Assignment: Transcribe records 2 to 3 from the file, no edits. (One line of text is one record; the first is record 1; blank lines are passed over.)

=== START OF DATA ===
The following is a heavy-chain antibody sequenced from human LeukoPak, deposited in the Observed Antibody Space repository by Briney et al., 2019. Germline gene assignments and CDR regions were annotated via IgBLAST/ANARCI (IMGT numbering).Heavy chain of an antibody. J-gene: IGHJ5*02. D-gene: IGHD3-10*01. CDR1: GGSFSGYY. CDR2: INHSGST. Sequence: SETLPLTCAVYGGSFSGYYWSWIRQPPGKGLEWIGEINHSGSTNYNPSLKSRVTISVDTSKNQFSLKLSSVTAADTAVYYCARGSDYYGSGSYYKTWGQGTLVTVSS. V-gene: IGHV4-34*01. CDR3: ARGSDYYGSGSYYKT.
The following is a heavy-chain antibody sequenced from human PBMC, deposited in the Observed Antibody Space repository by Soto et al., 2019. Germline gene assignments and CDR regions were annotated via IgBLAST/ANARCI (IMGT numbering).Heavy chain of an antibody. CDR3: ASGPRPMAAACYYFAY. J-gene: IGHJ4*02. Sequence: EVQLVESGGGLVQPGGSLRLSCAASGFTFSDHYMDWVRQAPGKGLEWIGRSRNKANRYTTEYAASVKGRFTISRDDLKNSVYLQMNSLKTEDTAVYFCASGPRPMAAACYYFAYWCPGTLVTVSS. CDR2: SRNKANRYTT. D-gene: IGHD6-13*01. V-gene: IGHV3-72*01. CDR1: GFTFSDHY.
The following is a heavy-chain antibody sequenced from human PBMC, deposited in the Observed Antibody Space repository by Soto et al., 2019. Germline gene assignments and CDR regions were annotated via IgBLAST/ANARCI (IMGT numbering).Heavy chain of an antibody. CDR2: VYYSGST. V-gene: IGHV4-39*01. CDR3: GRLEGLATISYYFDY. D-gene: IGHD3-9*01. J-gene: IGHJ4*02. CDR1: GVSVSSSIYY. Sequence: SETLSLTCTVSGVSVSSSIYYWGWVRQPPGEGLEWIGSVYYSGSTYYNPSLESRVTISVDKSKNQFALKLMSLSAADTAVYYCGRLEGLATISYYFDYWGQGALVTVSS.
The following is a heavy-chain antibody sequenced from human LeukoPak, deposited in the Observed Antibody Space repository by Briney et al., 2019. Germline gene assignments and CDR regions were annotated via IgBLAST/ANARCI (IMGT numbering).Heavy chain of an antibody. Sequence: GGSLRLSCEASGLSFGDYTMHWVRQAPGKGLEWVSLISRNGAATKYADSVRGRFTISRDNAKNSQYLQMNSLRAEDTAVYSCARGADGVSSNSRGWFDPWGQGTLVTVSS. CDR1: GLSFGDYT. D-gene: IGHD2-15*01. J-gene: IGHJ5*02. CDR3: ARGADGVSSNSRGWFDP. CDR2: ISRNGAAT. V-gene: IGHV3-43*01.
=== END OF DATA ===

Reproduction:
The following is a heavy-chain antibody sequenced from human PBMC, deposited in the Observed Antibody Space repository by Soto et al., 2019. Germline gene assignments and CDR regions were annotated via IgBLAST/ANARCI (IMGT numbering).Heavy chain of an antibody. CDR3: ASGPRPMAAACYYFAY. J-gene: IGHJ4*02. Sequence: EVQLVESGGGLVQPGGSLRLSCAASGFTFSDHYMDWVRQAPGKGLEWIGRSRNKANRYTTEYAASVKGRFTISRDDLKNSVYLQMNSLKTEDTAVYFCASGPRPMAAACYYFAYWCPGTLVTVSS. CDR2: SRNKANRYTT. D-gene: IGHD6-13*01. V-gene: IGHV3-72*01. CDR1: GFTFSDHY.
The following is a heavy-chain antibody sequenced from human PBMC, deposited in the Observed Antibody Space repository by Soto et al., 2019. Germline gene assignments and CDR regions were annotated via IgBLAST/ANARCI (IMGT numbering).Heavy chain of an antibody. CDR2: VYYSGST. V-gene: IGHV4-39*01. CDR3: GRLEGLATISYYFDY. D-gene: IGHD3-9*01. J-gene: IGHJ4*02. CDR1: GVSVSSSIYY. Sequence: SETLSLTCTVSGVSVSSSIYYWGWVRQPPGEGLEWIGSVYYSGSTYYNPSLESRVTISVDKSKNQFALKLMSLSAADTAVYYCGRLEGLATISYYFDYWGQGALVTVSS.